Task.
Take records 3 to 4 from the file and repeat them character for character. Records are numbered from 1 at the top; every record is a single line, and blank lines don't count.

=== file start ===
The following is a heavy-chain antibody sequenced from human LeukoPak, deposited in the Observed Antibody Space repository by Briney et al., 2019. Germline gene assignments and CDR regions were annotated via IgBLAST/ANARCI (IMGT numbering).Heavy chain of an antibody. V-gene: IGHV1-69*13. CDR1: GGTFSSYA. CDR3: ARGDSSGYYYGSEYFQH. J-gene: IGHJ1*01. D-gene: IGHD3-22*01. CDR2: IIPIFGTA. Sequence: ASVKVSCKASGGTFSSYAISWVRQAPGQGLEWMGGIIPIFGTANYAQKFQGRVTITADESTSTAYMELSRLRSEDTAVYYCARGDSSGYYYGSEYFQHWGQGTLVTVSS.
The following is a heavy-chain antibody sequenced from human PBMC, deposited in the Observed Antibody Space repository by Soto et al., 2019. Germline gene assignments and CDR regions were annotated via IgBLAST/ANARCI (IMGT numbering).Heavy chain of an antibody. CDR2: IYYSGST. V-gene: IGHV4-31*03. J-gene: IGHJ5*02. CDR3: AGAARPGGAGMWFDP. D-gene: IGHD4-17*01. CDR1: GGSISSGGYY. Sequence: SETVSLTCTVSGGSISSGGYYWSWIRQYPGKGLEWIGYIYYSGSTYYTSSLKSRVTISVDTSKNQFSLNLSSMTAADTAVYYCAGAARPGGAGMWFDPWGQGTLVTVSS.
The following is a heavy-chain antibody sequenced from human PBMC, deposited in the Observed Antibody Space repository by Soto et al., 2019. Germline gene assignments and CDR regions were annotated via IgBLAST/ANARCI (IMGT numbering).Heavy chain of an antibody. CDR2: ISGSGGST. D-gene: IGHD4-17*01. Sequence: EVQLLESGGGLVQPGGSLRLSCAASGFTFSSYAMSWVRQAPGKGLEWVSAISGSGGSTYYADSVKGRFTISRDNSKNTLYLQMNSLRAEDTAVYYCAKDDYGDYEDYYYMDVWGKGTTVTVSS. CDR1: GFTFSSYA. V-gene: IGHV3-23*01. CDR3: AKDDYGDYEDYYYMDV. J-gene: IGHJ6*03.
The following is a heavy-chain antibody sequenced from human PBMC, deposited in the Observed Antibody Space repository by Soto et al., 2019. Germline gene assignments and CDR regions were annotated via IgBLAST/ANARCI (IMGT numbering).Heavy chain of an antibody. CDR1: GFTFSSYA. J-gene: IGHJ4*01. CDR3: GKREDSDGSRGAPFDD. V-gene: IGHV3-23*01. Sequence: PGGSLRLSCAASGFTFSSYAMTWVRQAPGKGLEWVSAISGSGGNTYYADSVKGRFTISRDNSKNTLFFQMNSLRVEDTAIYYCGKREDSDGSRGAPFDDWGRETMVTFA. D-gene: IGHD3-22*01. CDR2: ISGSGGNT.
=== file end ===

The following is a heavy-chain antibody sequenced from human PBMC, deposited in the Observed Antibody Space repository by Soto et al., 2019. Germline gene assignments and CDR regions were annotated via IgBLAST/ANARCI (IMGT numbering).Heavy chain of an antibody. CDR2: ISGSGGST. D-gene: IGHD4-17*01. Sequence: EVQLLESGGGLVQPGGSLRLSCAASGFTFSSYAMSWVRQAPGKGLEWVSAISGSGGSTYYADSVKGRFTISRDNSKNTLYLQMNSLRAEDTAVYYCAKDDYGDYEDYYYMDVWGKGTTVTVSS. CDR1: GFTFSSYA. V-gene: IGHV3-23*01. CDR3: AKDDYGDYEDYYYMDV. J-gene: IGHJ6*03.
The following is a heavy-chain antibody sequenced from human PBMC, deposited in the Observed Antibody Space repository by Soto et al., 2019. Germline gene assignments and CDR regions were annotated via IgBLAST/ANARCI (IMGT numbering).Heavy chain of an antibody. CDR1: GFTFSSYA. J-gene: IGHJ4*01. CDR3: GKREDSDGSRGAPFDD. V-gene: IGHV3-23*01. Sequence: PGGSLRLSCAASGFTFSSYAMTWVRQAPGKGLEWVSAISGSGGNTYYADSVKGRFTISRDNSKNTLFFQMNSLRVEDTAIYYCGKREDSDGSRGAPFDDWGRETMVTFA. D-gene: IGHD3-22*01. CDR2: ISGSGGNT.